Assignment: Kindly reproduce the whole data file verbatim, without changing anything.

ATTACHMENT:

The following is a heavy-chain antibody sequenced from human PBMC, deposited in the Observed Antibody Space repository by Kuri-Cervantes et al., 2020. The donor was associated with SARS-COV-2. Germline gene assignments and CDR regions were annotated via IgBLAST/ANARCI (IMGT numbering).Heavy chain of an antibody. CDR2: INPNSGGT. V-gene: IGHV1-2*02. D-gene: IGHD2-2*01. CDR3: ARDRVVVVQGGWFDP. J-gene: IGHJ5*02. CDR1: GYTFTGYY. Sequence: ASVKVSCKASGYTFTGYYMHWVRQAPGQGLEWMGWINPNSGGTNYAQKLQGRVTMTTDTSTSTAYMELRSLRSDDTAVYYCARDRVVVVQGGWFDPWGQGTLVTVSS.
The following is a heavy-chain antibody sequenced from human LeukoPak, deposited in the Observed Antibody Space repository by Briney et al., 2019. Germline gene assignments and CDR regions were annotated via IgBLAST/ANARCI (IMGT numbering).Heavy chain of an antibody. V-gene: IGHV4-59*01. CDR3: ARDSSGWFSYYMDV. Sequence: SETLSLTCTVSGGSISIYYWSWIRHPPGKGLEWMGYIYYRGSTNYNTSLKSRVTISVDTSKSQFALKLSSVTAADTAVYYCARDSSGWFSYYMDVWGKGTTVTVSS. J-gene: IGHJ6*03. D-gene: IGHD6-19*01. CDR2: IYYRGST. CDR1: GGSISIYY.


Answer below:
The following is a heavy-chain antibody sequenced from human PBMC, deposited in the Observed Antibody Space repository by Kuri-Cervantes et al., 2020. The donor was associated with SARS-COV-2. Germline gene assignments and CDR regions were annotated via IgBLAST/ANARCI (IMGT numbering).Heavy chain of an antibody. CDR2: INPNSGGT. V-gene: IGHV1-2*02. D-gene: IGHD2-2*01. CDR3: ARDRVVVVQGGWFDP. J-gene: IGHJ5*02. CDR1: GYTFTGYY. Sequence: ASVKVSCKASGYTFTGYYMHWVRQAPGQGLEWMGWINPNSGGTNYAQKLQGRVTMTTDTSTSTAYMELRSLRSDDTAVYYCARDRVVVVQGGWFDPWGQGTLVTVSS.
The following is a heavy-chain antibody sequenced from human LeukoPak, deposited in the Observed Antibody Space repository by Briney et al., 2019. Germline gene assignments and CDR regions were annotated via IgBLAST/ANARCI (IMGT numbering).Heavy chain of an antibody. V-gene: IGHV4-59*01. CDR3: ARDSSGWFSYYMDV. Sequence: SETLSLTCTVSGGSISIYYWSWIRHPPGKGLEWMGYIYYRGSTNYNTSLKSRVTISVDTSKSQFALKLSSVTAADTAVYYCARDSSGWFSYYMDVWGKGTTVTVSS. J-gene: IGHJ6*03. D-gene: IGHD6-19*01. CDR2: IYYRGST. CDR1: GGSISIYY.